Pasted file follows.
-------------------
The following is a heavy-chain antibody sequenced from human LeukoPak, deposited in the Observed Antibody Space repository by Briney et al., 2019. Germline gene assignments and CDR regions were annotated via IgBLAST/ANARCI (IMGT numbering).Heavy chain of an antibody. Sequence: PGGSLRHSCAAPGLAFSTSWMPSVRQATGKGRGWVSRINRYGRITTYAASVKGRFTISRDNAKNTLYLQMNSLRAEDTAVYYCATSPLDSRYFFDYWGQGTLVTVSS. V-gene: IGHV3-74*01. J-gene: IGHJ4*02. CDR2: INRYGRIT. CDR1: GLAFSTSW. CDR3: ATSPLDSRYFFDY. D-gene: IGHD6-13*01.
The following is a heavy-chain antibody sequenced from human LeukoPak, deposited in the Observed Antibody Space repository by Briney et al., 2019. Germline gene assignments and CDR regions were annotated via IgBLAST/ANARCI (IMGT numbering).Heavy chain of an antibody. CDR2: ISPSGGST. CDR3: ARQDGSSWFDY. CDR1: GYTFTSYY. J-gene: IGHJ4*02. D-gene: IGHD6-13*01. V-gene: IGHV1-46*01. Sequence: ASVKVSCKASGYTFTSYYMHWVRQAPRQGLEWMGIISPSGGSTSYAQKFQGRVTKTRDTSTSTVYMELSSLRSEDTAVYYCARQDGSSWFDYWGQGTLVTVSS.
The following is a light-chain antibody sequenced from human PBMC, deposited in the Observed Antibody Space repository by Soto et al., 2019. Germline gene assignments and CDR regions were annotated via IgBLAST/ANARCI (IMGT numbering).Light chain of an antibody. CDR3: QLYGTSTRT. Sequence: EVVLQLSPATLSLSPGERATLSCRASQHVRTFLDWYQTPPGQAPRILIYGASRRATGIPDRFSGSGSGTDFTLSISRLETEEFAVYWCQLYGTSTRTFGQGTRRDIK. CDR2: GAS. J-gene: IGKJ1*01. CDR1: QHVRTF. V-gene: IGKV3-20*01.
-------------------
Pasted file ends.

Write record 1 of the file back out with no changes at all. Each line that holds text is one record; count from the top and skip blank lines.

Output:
The following is a heavy-chain antibody sequenced from human LeukoPak, deposited in the Observed Antibody Space repository by Briney et al., 2019. Germline gene assignments and CDR regions were annotated via IgBLAST/ANARCI (IMGT numbering).Heavy chain of an antibody. Sequence: PGGSLRHSCAAPGLAFSTSWMPSVRQATGKGRGWVSRINRYGRITTYAASVKGRFTISRDNAKNTLYLQMNSLRAEDTAVYYCATSPLDSRYFFDYWGQGTLVTVSS. V-gene: IGHV3-74*01. J-gene: IGHJ4*02. CDR2: INRYGRIT. CDR1: GLAFSTSW. CDR3: ATSPLDSRYFFDY. D-gene: IGHD6-13*01.